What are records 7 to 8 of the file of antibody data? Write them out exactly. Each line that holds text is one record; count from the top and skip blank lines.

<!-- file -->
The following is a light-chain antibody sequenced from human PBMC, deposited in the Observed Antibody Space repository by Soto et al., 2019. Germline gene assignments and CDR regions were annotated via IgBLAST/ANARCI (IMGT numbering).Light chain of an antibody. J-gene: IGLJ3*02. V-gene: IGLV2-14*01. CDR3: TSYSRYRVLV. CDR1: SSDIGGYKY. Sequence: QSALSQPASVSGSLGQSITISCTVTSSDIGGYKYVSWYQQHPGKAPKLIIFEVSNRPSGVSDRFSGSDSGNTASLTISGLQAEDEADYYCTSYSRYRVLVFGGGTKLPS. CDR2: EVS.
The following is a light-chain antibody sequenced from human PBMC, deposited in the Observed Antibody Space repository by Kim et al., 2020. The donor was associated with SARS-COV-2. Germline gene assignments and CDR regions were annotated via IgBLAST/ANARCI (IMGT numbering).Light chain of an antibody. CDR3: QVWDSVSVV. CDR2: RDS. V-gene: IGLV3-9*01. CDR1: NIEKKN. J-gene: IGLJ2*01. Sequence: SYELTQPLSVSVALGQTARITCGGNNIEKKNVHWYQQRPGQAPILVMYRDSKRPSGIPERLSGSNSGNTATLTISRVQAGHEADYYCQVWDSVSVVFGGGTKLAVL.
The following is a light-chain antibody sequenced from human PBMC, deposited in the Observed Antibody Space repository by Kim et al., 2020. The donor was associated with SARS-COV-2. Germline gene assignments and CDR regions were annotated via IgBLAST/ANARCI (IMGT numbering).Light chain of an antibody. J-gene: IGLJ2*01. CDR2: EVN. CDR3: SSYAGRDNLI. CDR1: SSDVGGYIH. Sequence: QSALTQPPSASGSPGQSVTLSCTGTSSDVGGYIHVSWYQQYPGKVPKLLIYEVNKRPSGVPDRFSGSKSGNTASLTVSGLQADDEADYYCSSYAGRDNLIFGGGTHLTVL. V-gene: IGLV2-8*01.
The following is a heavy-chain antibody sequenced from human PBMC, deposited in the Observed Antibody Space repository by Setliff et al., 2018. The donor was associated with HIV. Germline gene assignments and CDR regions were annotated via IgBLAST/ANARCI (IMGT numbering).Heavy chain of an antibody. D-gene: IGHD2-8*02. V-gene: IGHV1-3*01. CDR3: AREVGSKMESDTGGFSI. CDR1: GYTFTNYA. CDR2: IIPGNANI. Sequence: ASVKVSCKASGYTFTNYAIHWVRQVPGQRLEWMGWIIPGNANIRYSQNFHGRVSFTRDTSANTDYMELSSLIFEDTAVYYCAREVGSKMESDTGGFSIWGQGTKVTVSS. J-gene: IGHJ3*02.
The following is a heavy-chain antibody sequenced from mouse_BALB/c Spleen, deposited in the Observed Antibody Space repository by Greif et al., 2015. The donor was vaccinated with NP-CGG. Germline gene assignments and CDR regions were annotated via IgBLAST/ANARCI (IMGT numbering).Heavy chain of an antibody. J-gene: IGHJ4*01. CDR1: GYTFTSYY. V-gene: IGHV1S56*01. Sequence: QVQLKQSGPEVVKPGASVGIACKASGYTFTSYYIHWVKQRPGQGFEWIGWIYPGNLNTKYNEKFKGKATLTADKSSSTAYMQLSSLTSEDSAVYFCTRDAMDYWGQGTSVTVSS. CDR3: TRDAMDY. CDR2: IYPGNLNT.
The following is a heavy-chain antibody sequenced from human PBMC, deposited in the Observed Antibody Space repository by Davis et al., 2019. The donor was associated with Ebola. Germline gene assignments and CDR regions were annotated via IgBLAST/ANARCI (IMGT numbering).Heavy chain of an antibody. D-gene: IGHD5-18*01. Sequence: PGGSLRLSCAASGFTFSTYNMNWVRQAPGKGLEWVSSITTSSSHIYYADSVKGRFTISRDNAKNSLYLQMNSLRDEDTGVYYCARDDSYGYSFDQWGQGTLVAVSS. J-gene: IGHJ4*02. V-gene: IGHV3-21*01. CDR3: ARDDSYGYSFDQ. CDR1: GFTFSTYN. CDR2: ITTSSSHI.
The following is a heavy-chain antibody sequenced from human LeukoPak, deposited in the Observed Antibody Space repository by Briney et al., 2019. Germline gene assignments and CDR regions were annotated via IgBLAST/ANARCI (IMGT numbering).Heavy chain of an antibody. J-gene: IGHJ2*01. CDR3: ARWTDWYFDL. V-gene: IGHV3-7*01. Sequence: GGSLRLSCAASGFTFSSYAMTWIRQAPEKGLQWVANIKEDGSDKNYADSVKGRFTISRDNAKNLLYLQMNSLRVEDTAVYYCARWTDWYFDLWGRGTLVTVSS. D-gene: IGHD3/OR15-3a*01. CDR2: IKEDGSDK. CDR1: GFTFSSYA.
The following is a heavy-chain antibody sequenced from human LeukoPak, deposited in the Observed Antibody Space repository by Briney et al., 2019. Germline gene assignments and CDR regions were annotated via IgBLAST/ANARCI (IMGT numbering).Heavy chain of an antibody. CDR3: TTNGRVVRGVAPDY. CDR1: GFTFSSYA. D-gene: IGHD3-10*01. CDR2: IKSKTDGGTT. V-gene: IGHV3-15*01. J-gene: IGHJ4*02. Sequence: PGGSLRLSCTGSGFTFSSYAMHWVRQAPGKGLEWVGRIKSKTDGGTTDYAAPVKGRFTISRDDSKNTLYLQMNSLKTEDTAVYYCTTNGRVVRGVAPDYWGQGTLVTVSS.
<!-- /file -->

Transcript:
The following is a heavy-chain antibody sequenced from human LeukoPak, deposited in the Observed Antibody Space repository by Briney et al., 2019. Germline gene assignments and CDR regions were annotated via IgBLAST/ANARCI (IMGT numbering).Heavy chain of an antibody. J-gene: IGHJ2*01. CDR3: ARWTDWYFDL. V-gene: IGHV3-7*01. Sequence: GGSLRLSCAASGFTFSSYAMTWIRQAPEKGLQWVANIKEDGSDKNYADSVKGRFTISRDNAKNLLYLQMNSLRVEDTAVYYCARWTDWYFDLWGRGTLVTVSS. D-gene: IGHD3/OR15-3a*01. CDR2: IKEDGSDK. CDR1: GFTFSSYA.
The following is a heavy-chain antibody sequenced from human LeukoPak, deposited in the Observed Antibody Space repository by Briney et al., 2019. Germline gene assignments and CDR regions were annotated via IgBLAST/ANARCI (IMGT numbering).Heavy chain of an antibody. CDR3: TTNGRVVRGVAPDY. CDR1: GFTFSSYA. D-gene: IGHD3-10*01. CDR2: IKSKTDGGTT. V-gene: IGHV3-15*01. J-gene: IGHJ4*02. Sequence: PGGSLRLSCTGSGFTFSSYAMHWVRQAPGKGLEWVGRIKSKTDGGTTDYAAPVKGRFTISRDDSKNTLYLQMNSLKTEDTAVYYCTTNGRVVRGVAPDYWGQGTLVTVSS.